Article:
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Module 1 (Installing, upgrading, and migrating servers and workloads)
Windows Server 2016 edition
Windows Server 2016 Essentials edition Windows Server 2016 Essentials edition is designed for small businesses. It corresponds to Windows Small Business Server from earlier versions of Windows Server. This edition allows up to 25 users and 50 devices. It supports two processor cores and up to 64 gigabytes (GB) of random access memory (RAM). It does not support many of the features of Windows Server 2016, including virtualization.
Windows Server 2016 Standard edition Windows Server 2016 Standard edition is designed for physical server environments with little or no virtualization. It provides many of the roles and features available for the Windows Server 2016 operating system. This edition supports up to 64 sockets and up to 4 terabytes (TB) of RAM. It includes licenses for up to two virtual machines.
(Note: You can run two virtual machines on one physical host, using one standard license, as long as the physical host is only used for hosting and managing the virtual machines. If the physical host is used to run other services, such as DNS, you can only run one virtual machine. For more information about Windows licensing, speak with a Microsoft licensing specialist.)
Windows Server 2016 Datacenter edition Windows Server 2016 Datacenter edition is designed for highly virtualized infrastructures, including private cloud and hybrid cloud environments. It provides all of the roles and features available for the Windows Server 2016 operating system. This edition supports up to 64 sockets, up to 640 processor cores, and up to 4 TB of RAM. It includes unlimited Windows Server-based virtual machine licenses for virtual machines that run on the same hardware. It also includes new features such as Storage Spaces Direct and Storage Replica, along with new Shielded Virtual Machines and features for software-defined datacenter scenarios.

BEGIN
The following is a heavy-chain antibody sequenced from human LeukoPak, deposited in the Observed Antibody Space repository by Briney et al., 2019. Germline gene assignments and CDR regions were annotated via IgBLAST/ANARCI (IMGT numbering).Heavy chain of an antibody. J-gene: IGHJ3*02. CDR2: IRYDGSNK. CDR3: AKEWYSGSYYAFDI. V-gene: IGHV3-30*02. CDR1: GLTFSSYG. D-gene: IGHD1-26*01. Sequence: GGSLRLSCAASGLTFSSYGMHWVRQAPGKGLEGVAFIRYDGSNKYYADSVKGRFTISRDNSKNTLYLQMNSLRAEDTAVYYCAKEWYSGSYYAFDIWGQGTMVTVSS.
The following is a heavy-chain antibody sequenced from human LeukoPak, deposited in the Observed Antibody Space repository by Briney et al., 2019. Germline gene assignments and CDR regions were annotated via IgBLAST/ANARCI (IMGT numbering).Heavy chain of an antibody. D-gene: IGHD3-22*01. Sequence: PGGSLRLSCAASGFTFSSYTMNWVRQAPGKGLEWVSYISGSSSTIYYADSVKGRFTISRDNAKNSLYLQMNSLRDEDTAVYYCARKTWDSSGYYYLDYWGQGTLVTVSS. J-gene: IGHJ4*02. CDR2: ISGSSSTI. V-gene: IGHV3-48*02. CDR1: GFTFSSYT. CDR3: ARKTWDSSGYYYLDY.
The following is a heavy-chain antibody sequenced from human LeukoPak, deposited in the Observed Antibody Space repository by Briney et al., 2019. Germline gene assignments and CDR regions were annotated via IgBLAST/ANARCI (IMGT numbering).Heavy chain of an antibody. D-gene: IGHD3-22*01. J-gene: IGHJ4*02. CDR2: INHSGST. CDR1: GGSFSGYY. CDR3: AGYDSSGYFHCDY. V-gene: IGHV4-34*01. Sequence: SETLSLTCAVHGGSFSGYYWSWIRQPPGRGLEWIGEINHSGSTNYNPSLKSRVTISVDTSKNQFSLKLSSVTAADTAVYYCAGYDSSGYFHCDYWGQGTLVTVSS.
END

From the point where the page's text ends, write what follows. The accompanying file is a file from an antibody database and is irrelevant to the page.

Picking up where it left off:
Microsoft Hyper-V Server 2016 Acts as a stand-alone virtualization server for virtual machines, including all the new features around virtualization in Windows Server 2016. The host operating system has no licensing cost, but virtual machines must be licensed separately. This edition supports up to 64 sockets and up to 4 TB of RAM. It supports domain joining. It does not support Windows Server 2016 roles other than limited file service features. This edition has no GUI but does have a UI that displays a menu of configuration tasks.
Windows Storage Server 2016 Workgroup edition Acts as an entry-level unified storage appliance. This edition allows 50 users, one processor core, and 32 GB of RAM. It supports domain joining.